(Bloomberg) -- Japanese investors are buying gold to store in Switzerland because of negative interest rates and fears the yen will depreciate as the government grapples with the heaviest public debt burden in the developed world, according to BullionVault Ltd., an online trading and storage company.
The number of buyers jumped 62 percent in the first six months from the second half of 2015, Atsuko Sato Whitehouse, head of Japanese markets at the London-based investment service, said this week. She didn’t provide details. The Bank of Japan has embarked on unprecedented bond buying to bolster the economy, prompting speculation the yen could plunge if stimulus efforts fail.
“Many of our Japanese customers think it’s too risky to hold gold bars at home and they want to keep them in Switzerland because they are anxious about the future of Japan,” Whitehouse said in an interview. The country’s growth has stagnated for a decade, defying fiscal and monetary stimulus which has driven up public debt to more than double the value of annual economic output.
Global investors have piled into gold in 2016 as market turbulence and low or negative interest rates increase the appeal of bullion. Prices soared 29 percent to the highest in more than two years as assets in exchange-traded funds jumped 37 percent to more than 2,000 metric tons. The stampede increased after the U.K. voted to leave the European Union on June 23.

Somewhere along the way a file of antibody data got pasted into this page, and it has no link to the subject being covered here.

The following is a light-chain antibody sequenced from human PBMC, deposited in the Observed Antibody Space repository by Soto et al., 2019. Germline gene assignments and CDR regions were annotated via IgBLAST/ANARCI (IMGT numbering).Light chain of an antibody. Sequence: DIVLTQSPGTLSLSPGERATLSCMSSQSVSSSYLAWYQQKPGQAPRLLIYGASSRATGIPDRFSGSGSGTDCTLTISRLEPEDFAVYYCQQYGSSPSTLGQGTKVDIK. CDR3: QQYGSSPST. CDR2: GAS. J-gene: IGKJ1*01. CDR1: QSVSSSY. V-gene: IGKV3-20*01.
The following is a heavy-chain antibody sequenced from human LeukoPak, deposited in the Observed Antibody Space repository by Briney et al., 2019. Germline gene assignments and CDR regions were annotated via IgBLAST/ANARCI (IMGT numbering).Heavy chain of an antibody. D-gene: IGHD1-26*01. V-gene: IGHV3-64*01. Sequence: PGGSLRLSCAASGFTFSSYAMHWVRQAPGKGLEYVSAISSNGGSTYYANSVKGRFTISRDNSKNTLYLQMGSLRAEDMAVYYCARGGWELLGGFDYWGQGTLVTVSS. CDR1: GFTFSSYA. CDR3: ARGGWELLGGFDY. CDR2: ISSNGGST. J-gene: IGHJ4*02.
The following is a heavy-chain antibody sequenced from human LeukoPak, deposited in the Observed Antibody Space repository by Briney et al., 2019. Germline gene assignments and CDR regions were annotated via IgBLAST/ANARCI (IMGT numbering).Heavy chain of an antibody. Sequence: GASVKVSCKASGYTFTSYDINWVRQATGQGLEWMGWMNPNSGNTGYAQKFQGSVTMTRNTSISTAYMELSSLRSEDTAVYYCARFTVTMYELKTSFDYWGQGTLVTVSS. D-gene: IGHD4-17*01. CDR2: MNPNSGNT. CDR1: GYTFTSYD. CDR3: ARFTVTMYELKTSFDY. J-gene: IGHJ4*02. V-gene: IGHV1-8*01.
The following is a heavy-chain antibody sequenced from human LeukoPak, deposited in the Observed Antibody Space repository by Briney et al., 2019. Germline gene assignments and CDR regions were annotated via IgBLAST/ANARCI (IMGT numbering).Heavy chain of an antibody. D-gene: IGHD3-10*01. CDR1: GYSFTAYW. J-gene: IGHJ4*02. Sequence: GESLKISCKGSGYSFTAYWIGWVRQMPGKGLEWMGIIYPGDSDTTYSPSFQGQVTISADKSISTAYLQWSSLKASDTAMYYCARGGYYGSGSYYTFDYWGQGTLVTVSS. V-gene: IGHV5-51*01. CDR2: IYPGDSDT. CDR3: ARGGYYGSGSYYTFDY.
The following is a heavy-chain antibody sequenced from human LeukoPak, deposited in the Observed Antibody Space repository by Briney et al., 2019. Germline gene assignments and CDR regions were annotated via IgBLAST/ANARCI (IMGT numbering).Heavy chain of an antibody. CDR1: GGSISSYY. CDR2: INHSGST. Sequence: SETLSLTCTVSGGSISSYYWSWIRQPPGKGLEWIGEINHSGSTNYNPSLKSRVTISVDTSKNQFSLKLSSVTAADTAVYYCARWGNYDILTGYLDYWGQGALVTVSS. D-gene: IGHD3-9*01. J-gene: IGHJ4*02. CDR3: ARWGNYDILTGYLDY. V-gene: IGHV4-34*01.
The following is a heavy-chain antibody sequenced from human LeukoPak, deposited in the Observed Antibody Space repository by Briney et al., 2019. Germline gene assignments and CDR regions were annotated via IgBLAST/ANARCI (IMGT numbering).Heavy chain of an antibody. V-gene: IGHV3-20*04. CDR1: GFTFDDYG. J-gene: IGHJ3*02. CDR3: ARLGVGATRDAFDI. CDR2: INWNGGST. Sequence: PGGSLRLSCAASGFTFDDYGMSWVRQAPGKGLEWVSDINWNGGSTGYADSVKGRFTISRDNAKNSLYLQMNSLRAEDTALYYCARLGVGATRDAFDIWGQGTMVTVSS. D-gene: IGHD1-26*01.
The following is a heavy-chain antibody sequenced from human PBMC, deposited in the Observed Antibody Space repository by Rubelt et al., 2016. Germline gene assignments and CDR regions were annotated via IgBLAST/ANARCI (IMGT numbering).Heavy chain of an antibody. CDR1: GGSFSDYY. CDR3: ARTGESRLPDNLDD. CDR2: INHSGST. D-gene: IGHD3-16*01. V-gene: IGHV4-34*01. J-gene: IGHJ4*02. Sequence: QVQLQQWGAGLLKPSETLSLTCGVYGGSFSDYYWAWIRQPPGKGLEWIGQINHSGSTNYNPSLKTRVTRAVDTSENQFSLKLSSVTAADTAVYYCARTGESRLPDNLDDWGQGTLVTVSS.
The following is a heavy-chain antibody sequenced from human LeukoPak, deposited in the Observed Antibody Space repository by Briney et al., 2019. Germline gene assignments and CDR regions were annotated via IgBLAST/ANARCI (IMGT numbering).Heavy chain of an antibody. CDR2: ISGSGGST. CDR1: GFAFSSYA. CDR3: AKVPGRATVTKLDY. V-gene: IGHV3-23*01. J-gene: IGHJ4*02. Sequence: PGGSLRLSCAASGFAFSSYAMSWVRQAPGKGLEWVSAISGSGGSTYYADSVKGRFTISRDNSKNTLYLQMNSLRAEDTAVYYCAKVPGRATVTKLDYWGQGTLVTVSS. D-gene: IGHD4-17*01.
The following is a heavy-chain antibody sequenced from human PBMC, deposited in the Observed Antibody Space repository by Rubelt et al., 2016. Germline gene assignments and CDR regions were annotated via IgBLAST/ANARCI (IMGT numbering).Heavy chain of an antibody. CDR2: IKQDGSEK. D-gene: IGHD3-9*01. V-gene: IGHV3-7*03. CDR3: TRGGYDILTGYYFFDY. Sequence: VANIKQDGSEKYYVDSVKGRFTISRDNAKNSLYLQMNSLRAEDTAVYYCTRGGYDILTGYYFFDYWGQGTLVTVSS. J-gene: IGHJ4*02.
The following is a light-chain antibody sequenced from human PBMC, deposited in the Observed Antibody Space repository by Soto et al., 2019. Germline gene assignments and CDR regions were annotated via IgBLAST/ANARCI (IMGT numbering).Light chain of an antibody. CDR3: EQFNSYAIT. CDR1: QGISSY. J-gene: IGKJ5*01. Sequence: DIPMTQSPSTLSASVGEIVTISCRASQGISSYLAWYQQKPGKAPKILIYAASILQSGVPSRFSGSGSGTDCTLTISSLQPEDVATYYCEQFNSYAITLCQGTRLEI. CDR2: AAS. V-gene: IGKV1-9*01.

Rather than weakening, the Japanese currency has climbed in the past year because investors see it as a haven along with government bonds, silver and gold. That’s meant the price of the metal in yen has dropped 2.7 percent over that time even as bullion denominated in dollars has strengthened 18 percent.
The surging yen hasn’t stopped some commentators from predicting a collapse. Yukio Noguchi, a university professor and former Ministry of Finance official whose business books are best sellers, envisages a scenario in which a failure of the country’s economic stimulus could drive the yen to weaken beyond 300 per dollar. That compared with about 100 yen on Thursday.
The Japanese investors attracted by BullionVault range from wealthy older businessmen who have experience working abroad and want to shelter their assets, to younger people and women seeking a haven because of increasing global economic and political risks, especially after the British vote to leave the EU, according to Whitehouse.
BullionVault sees similarities between the behavior of Japanese investors and their overseas peers, Whitehouse said. Most of its U.S. customers keep bullion abroad because they fret about the risk of confiscation, which happened during the Great Depression in the 1930s. Half of its British clients store their gold overseas, she said. The company says on its website that it’s the largest online investment gold service in the world.
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